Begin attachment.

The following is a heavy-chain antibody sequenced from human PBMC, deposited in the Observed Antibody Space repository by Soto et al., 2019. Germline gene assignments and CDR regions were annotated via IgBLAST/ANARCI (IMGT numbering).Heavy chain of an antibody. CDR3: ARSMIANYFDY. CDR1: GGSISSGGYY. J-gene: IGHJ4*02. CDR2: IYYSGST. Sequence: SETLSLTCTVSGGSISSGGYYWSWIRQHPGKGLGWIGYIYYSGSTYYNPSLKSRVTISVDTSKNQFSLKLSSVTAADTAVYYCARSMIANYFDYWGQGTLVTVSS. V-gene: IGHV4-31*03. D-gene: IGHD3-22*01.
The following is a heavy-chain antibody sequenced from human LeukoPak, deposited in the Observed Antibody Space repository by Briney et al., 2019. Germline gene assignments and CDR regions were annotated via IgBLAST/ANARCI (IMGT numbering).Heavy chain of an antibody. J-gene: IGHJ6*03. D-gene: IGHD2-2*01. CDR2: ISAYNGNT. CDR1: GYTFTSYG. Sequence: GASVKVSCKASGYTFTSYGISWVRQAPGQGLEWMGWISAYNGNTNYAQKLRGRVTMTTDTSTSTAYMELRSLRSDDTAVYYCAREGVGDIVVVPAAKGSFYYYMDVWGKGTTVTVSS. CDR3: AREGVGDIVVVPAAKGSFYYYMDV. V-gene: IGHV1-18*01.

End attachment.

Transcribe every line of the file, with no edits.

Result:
The following is a heavy-chain antibody sequenced from human PBMC, deposited in the Observed Antibody Space repository by Soto et al., 2019. Germline gene assignments and CDR regions were annotated via IgBLAST/ANARCI (IMGT numbering).Heavy chain of an antibody. CDR3: ARSMIANYFDY. CDR1: GGSISSGGYY. J-gene: IGHJ4*02. CDR2: IYYSGST. Sequence: SETLSLTCTVSGGSISSGGYYWSWIRQHPGKGLGWIGYIYYSGSTYYNPSLKSRVTISVDTSKNQFSLKLSSVTAADTAVYYCARSMIANYFDYWGQGTLVTVSS. V-gene: IGHV4-31*03. D-gene: IGHD3-22*01.
The following is a heavy-chain antibody sequenced from human LeukoPak, deposited in the Observed Antibody Space repository by Briney et al., 2019. Germline gene assignments and CDR regions were annotated via IgBLAST/ANARCI (IMGT numbering).Heavy chain of an antibody. J-gene: IGHJ6*03. D-gene: IGHD2-2*01. CDR2: ISAYNGNT. CDR1: GYTFTSYG. Sequence: GASVKVSCKASGYTFTSYGISWVRQAPGQGLEWMGWISAYNGNTNYAQKLRGRVTMTTDTSTSTAYMELRSLRSDDTAVYYCAREGVGDIVVVPAAKGSFYYYMDVWGKGTTVTVSS. CDR3: AREGVGDIVVVPAAKGSFYYYMDV. V-gene: IGHV1-18*01.